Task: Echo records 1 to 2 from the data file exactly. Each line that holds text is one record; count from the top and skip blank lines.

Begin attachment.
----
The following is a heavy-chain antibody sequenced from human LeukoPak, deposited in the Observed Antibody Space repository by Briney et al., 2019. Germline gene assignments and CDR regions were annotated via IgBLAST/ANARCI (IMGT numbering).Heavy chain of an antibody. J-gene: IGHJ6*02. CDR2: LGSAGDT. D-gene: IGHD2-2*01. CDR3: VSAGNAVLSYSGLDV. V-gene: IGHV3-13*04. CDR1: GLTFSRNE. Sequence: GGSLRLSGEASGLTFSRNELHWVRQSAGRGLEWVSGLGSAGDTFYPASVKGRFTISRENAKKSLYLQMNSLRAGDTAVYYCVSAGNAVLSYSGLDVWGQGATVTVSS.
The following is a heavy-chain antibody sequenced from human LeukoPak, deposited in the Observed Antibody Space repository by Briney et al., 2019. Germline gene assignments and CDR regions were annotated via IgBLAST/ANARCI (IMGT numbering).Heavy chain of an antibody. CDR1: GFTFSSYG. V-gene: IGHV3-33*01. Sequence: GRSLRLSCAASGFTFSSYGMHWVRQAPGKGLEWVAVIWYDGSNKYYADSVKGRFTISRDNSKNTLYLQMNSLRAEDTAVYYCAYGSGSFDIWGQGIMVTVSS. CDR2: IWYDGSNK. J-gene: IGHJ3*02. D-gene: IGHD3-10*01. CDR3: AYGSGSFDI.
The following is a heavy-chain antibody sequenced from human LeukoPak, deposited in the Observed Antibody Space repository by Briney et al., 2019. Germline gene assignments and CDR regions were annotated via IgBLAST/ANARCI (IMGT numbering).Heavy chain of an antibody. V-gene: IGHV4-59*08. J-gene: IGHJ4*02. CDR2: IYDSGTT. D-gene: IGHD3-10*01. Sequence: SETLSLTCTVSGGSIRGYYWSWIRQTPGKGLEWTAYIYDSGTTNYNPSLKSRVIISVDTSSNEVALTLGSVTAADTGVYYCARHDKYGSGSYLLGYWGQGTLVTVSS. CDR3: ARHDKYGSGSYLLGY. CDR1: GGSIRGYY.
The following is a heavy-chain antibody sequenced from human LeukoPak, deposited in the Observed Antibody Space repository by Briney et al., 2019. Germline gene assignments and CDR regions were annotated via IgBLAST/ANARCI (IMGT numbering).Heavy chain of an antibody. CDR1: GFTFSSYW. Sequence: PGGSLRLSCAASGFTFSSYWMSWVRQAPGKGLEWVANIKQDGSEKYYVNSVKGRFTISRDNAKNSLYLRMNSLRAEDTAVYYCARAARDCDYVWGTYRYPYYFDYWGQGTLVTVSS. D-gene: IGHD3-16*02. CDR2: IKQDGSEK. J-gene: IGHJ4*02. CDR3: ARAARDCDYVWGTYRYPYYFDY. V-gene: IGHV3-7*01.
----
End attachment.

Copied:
The following is a heavy-chain antibody sequenced from human LeukoPak, deposited in the Observed Antibody Space repository by Briney et al., 2019. Germline gene assignments and CDR regions were annotated via IgBLAST/ANARCI (IMGT numbering).Heavy chain of an antibody. J-gene: IGHJ6*02. CDR2: LGSAGDT. D-gene: IGHD2-2*01. CDR3: VSAGNAVLSYSGLDV. V-gene: IGHV3-13*04. CDR1: GLTFSRNE. Sequence: GGSLRLSGEASGLTFSRNELHWVRQSAGRGLEWVSGLGSAGDTFYPASVKGRFTISRENAKKSLYLQMNSLRAGDTAVYYCVSAGNAVLSYSGLDVWGQGATVTVSS.
The following is a heavy-chain antibody sequenced from human LeukoPak, deposited in the Observed Antibody Space repository by Briney et al., 2019. Germline gene assignments and CDR regions were annotated via IgBLAST/ANARCI (IMGT numbering).Heavy chain of an antibody. CDR1: GFTFSSYG. V-gene: IGHV3-33*01. Sequence: GRSLRLSCAASGFTFSSYGMHWVRQAPGKGLEWVAVIWYDGSNKYYADSVKGRFTISRDNSKNTLYLQMNSLRAEDTAVYYCAYGSGSFDIWGQGIMVTVSS. CDR2: IWYDGSNK. J-gene: IGHJ3*02. D-gene: IGHD3-10*01. CDR3: AYGSGSFDI.